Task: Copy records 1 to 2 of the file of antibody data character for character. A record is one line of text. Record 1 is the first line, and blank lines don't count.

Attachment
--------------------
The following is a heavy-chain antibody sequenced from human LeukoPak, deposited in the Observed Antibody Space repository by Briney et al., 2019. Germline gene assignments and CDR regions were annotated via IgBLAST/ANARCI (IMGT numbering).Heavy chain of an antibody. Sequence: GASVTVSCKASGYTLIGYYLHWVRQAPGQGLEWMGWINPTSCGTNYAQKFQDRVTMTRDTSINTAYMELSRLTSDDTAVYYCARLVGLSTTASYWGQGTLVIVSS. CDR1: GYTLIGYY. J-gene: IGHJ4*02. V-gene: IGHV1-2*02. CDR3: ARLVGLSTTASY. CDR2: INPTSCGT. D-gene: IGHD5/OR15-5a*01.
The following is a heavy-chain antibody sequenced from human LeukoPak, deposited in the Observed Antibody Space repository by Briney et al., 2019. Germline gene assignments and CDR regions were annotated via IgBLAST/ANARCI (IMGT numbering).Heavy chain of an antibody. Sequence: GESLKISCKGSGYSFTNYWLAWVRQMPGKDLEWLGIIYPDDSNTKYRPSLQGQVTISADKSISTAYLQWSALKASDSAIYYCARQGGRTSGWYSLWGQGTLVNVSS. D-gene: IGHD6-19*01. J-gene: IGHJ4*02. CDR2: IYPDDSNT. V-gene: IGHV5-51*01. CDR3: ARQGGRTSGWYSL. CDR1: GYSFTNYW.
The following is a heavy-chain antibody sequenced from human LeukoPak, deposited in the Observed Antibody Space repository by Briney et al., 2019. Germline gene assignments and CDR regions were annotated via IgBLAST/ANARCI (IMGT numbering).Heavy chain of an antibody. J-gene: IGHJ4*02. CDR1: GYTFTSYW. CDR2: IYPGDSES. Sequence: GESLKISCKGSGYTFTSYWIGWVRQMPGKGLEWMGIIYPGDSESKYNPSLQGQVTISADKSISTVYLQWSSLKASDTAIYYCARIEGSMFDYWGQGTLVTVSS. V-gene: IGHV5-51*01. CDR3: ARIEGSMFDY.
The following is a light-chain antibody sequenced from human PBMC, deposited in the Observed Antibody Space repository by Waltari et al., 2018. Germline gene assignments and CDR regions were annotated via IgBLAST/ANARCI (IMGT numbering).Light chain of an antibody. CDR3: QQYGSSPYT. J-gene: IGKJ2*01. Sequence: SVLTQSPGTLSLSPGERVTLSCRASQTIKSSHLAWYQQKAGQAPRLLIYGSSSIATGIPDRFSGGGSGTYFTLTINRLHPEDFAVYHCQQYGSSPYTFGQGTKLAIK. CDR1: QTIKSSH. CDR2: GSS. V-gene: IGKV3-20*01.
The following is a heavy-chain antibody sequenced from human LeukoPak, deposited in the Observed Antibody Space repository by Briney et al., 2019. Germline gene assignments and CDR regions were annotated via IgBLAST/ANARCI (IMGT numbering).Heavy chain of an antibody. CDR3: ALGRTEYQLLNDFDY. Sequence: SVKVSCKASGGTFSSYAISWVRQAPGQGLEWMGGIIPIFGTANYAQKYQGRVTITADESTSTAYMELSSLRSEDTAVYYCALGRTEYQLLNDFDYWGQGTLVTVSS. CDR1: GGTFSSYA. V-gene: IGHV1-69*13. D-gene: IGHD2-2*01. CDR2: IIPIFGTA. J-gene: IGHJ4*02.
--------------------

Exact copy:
The following is a heavy-chain antibody sequenced from human LeukoPak, deposited in the Observed Antibody Space repository by Briney et al., 2019. Germline gene assignments and CDR regions were annotated via IgBLAST/ANARCI (IMGT numbering).Heavy chain of an antibody. Sequence: GASVTVSCKASGYTLIGYYLHWVRQAPGQGLEWMGWINPTSCGTNYAQKFQDRVTMTRDTSINTAYMELSRLTSDDTAVYYCARLVGLSTTASYWGQGTLVIVSS. CDR1: GYTLIGYY. J-gene: IGHJ4*02. V-gene: IGHV1-2*02. CDR3: ARLVGLSTTASY. CDR2: INPTSCGT. D-gene: IGHD5/OR15-5a*01.
The following is a heavy-chain antibody sequenced from human LeukoPak, deposited in the Observed Antibody Space repository by Briney et al., 2019. Germline gene assignments and CDR regions were annotated via IgBLAST/ANARCI (IMGT numbering).Heavy chain of an antibody. Sequence: GESLKISCKGSGYSFTNYWLAWVRQMPGKDLEWLGIIYPDDSNTKYRPSLQGQVTISADKSISTAYLQWSALKASDSAIYYCARQGGRTSGWYSLWGQGTLVNVSS. D-gene: IGHD6-19*01. J-gene: IGHJ4*02. CDR2: IYPDDSNT. V-gene: IGHV5-51*01. CDR3: ARQGGRTSGWYSL. CDR1: GYSFTNYW.